# 0.2 Measuring impulse responses using golay complementary sequences

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Two impulse-response measurement methods are demonstrated, with source code provided in Matlab and Pure Data (PD).The measurement technique using Golay complementary sequences is particularly robust to additive white noise, while the swept sine measurementtechnique is robust to a weakly nonlinear motor exciting the linear system being measured.

## Introduction

[link] depicts a linear system characterized by an impulse response $h\left(n\right)$ , driven by an input signal $s\left(n\right)$ , and producing the output signal $r\left(n\right)$ . The system identification problem is to estimate $h\left(n\right)$ given known input/output signals $s\left(n\right)$ and $r\left(n\right)$ . This module illustrates the swept-sine and the Golay complementary sequence techniques for identifying finite impulse responses. The firstexample measures the impulse response of a highpass filter using the Golay method, and the second example measures the impulse response ofa weakly nonlinear loudspeaker driver using the swept-sine method.

## Summary of objectives

• To provide a general framework for characterizing single-input, single-output linear systems .
• To demonstrate how to measure the impulse response of a linear system using Golay complementary sequences .
• To explain some of the limitations of making measurements using standard sound interfaces.
• To demonstrate how to find the minimum-phase spectrum corresponding to a complex spectrum.
• To explain how to measure the impulse response of a system even if the excitation source motor is weakly nonlinear . This measurement technique uses a sine sweep test signal.

## Installation

1. Install a sound card, sound interface, or other full-duplex data acquisition card.
2. Consider testing the data acquisition card viewing the soundcard set-up instructions .
3. Install either MATLAB or Octave .
4. Install pd . (Alternatively, you may use other software that is capable of recording a system's output for a given inputexcitation signal. The software should also be capable of reading and writing WAV files. For example, any multitrack recordingsoftware should be fine.)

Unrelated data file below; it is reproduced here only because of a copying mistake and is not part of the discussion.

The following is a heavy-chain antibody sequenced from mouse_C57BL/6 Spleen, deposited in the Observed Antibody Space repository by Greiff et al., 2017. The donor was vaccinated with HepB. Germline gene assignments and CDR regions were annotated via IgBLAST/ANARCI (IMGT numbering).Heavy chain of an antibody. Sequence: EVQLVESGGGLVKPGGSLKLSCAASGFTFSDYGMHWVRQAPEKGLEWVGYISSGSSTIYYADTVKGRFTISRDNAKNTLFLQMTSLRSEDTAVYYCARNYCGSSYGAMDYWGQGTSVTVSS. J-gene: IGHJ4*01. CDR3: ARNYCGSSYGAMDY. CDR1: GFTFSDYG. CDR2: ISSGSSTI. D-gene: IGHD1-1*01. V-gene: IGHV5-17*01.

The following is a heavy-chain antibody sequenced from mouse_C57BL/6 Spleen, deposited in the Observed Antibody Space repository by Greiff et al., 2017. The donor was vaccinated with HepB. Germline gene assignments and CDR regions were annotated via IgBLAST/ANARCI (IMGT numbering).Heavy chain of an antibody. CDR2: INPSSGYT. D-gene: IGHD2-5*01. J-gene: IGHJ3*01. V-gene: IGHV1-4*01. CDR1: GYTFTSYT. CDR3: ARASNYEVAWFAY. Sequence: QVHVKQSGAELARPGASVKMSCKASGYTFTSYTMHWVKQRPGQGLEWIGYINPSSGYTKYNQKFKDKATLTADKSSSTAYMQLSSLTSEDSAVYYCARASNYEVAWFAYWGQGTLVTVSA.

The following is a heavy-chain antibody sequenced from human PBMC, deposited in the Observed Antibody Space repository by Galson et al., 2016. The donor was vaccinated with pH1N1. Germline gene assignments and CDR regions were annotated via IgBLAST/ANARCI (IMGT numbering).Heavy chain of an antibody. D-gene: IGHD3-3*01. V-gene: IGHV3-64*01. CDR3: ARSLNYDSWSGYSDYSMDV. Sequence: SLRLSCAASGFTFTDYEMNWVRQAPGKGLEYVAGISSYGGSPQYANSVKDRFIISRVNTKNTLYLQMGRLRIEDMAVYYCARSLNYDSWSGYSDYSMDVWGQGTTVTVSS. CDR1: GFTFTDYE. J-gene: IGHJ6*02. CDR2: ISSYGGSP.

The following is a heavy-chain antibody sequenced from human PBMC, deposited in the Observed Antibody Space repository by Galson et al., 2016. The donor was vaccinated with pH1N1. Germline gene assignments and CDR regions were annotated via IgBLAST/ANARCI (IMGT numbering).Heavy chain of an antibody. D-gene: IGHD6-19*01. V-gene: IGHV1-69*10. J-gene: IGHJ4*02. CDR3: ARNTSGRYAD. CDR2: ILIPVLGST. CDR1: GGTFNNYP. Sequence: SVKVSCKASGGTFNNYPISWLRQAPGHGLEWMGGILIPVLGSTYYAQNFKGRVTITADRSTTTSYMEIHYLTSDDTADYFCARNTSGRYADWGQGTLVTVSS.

5. Download tf_meas.zip and unzip the contents into a conveniently located local directory.

## Linear system

Consider the causal, single-input single-output (SISO) system shown in [link] . For simplicity, we will take the system to be linear and discrete-time, so that it is characterized by its impulseresponse $h\left(n\right)$ or equivalently its transfer function $H\left(z\right)$ , which is the $z$ transform of $h\left(n\right)$ .

$h\left(n\right)↔H\left(z\right)$

We will assume that both $h\left(n\right)$ and $H\left(z\right)$ exist so that we can discuss measuring them interchangeably. We will further assume that $h\left(n\right)$ has finite length so that we can measure the response to an input signal in a finite amount of time. The goal of this document isto explain how to excite the system with a signal $s\left(n\right)$ , measure the response $r\left(n\right)$ , and use $s\left(n\right)$ and $r\left(n\right)$ to determine $h\left(n\right)$ (and equivalently $H\left(z\right)$ ). In particular, it is useful to pick a signal $s\left(n\right)$ that contains a large amount of energy so that measurement noise will not significantly corrupt the measurement results.

## Limitations of sound interfaces

Sound cards and sound interfaces are not designed for making transfer function measurements. They merely provide a cost-effective solutionsince almost all computers have sound cards. We demonstrate these weaknesses given measurements made on a PreSonus Firepod soundinterface. The output from channel 1 was directly connected to the line input on channel 1, and the sampling rate was ${f}_{S}=44.1$ kHz.

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